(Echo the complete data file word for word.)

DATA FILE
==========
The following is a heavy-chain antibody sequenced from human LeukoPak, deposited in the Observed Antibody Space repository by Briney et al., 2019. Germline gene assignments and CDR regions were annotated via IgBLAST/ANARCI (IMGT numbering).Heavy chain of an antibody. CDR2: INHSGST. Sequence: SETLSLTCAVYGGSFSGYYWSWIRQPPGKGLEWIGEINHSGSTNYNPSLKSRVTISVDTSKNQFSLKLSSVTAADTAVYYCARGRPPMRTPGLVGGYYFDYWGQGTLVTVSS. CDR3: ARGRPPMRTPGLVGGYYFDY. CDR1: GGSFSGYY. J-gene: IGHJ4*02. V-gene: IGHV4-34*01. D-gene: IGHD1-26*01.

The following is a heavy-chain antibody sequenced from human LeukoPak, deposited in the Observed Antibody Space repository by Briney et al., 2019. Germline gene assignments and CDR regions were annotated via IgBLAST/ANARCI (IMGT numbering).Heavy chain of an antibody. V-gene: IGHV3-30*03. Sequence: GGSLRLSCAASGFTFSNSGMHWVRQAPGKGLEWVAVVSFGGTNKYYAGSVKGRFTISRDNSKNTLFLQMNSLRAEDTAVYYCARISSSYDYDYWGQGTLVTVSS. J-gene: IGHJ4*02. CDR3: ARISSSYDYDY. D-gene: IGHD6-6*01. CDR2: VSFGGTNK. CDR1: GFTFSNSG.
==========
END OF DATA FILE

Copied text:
The following is a heavy-chain antibody sequenced from human LeukoPak, deposited in the Observed Antibody Space repository by Briney et al., 2019. Germline gene assignments and CDR regions were annotated via IgBLAST/ANARCI (IMGT numbering).Heavy chain of an antibody. CDR2: INHSGST. Sequence: SETLSLTCAVYGGSFSGYYWSWIRQPPGKGLEWIGEINHSGSTNYNPSLKSRVTISVDTSKNQFSLKLSSVTAADTAVYYCARGRPPMRTPGLVGGYYFDYWGQGTLVTVSS. CDR3: ARGRPPMRTPGLVGGYYFDY. CDR1: GGSFSGYY. J-gene: IGHJ4*02. V-gene: IGHV4-34*01. D-gene: IGHD1-26*01.

The following is a heavy-chain antibody sequenced from human LeukoPak, deposited in the Observed Antibody Space repository by Briney et al., 2019. Germline gene assignments and CDR regions were annotated via IgBLAST/ANARCI (IMGT numbering).Heavy chain of an antibody. V-gene: IGHV3-30*03. Sequence: GGSLRLSCAASGFTFSNSGMHWVRQAPGKGLEWVAVVSFGGTNKYYAGSVKGRFTISRDNSKNTLFLQMNSLRAEDTAVYYCARISSSYDYDYWGQGTLVTVSS. J-gene: IGHJ4*02. CDR3: ARISSSYDYDY. D-gene: IGHD6-6*01. CDR2: VSFGGTNK. CDR1: GFTFSNSG.